What We’re Watching: 8/19/11

Every Friday, we do a “What We’re Watching” blog as we look ahead to the weekend. We encourage you to share it with your friends and family, and have a safe weekend.

Peak hurricane season is here
Since hurricane season started back on June 1, no major storms have affected the U.S. But that doesn’t mean the rest of the season will follow suit, especially with the busiest months of severe tropical weather still ahead. We’re closely monitoring several tropical waves in the Atlantic that may develop into stronger, more organized storms, and tropical storm Fernanda that’s currently churning in the Pacific.

In the National Oceanic and Atmospheric Adminitration’s hurricane season update, released August 4, they discussed the peak of this year’s hurricane season:

The atmosphere and Atlantic Ocean are primed for high hurricane activity during August through October,” said Gerry Bell, Ph.D., lead seasonal hurricane forecaster at the Climate Prediction Center. “Storms through October will form more frequently and become more intense than we’ve seen so far this season.

August through October are peak months of the Atlantic hurricane season, and FEMA urges people not to be lured into a false sense of security by the lack of hurricanes so far this year.

A major hurricane making landfall in the U.S. is not a matter of if, but when, and we all need to do our part to be prepared. If you live in an area susceptible to the effects of hurricanes or tropical storms (whether on the coast or inland) we encourage you to visit Ready.gov/hurricanes (or m.fema.gov on your smartphone) today to get information on getting prepared. And for the latest tropical forecast information, visit Hurricanes.gov (or hurricanes.gov/mobile on your smartphone) for updates from the National Hurricane Center.

Start of the school year in tornado-damaged areas
We’ve had several blog posts this week about the schools in Joplin, Mo. opening on time, despite the devastating and deadly tornado that hit the town May 22. And in Alabama, we’re working closely with state and local officials to provide temporary classrooms with safe rooms, as many of their schools opened last week.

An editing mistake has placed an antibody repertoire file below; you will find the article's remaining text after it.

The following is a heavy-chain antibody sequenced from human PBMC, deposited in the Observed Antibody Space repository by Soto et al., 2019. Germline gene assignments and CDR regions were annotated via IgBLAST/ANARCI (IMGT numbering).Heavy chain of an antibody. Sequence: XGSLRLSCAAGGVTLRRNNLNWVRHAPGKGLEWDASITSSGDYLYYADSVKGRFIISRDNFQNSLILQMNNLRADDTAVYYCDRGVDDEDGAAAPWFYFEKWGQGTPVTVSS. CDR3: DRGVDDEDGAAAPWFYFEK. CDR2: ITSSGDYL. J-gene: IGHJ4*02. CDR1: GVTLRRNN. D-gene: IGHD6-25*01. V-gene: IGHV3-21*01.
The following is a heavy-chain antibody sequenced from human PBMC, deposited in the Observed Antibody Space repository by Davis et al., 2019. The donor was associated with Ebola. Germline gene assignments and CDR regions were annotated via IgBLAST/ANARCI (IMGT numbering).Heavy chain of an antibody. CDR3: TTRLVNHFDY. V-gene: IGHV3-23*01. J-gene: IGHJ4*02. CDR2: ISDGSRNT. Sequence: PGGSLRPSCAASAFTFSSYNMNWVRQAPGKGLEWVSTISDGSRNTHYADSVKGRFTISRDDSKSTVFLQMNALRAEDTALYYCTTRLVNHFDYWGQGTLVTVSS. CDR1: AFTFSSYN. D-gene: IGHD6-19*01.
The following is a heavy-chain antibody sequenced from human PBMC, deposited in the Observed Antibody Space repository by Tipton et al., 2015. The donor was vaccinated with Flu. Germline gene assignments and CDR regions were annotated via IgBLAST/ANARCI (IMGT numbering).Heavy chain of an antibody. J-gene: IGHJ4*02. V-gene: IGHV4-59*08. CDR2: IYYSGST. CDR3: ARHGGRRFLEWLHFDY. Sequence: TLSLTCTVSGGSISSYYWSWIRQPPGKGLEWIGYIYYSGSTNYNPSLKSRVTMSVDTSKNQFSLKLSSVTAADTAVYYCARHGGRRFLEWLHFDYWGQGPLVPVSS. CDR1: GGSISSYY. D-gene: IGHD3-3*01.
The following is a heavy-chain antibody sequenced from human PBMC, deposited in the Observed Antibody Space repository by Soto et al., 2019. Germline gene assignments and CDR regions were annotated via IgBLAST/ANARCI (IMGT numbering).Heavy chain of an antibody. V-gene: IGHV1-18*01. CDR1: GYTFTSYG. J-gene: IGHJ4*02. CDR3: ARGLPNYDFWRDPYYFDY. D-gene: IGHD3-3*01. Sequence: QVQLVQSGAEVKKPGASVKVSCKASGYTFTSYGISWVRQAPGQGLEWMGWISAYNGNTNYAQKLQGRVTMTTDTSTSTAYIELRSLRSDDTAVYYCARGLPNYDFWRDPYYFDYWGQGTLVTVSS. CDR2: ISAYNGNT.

The on-time start of the school year is the result of the entire team working together to bring back a sense of normalcy since the tornadoes. In case you missed it, here’s a look back at our posts from this week, along with a video:

From August 15 - “Joplin School Year is Starting”


 

From the American Red Cross Blog…
Back in May, the American Red Cross posted on our blog about their Safe and Well site. It’s a website where disaster survivors can post their status after a disaster in case friends and family can’t get in touch with them; and where friends and family outside the disaster area can then search for messages from their loved ones by using a pre-disaster phone number or complete address.

Earlier this week, on the Red Cross blog, they posted about their Safe and Well site, along with a short video. Check it out to learn more, and talk with your family members about using the Safe and Well site after a disaster strikes.

News of the Day: Joplin Students Return to School

Over the past few days, we’ve shared a lot of stories about how the Joplin community has pulled together to make sure their students could start their school year on time, after the devastating tornado earlier this spring. As the students in Joplin return to school today, we wanted to share some additional stories.

The Los Angeles Times had a touching article, “In Shattered Joplin, Kids Head Back to Class,” which told several personal stories from teachers and students who recall what it was like on May 22 when the tornado ripped through their city and schools. Seven students and one staff member died that day.

And the Joplin Globe wrote a story today that explained how Joplin schools are ready to help students through those emotional struggles many are still coping with. Several counseling organizations will be available at the school to help provide support to the kids who are still struggling.

The articles celebrate the start of a new school year despite all the obstacles the community has faced. School spirit remained high as the students and staffs of relocated Joplin schools moved into modular units, patiently waiting for their permanent school buildings.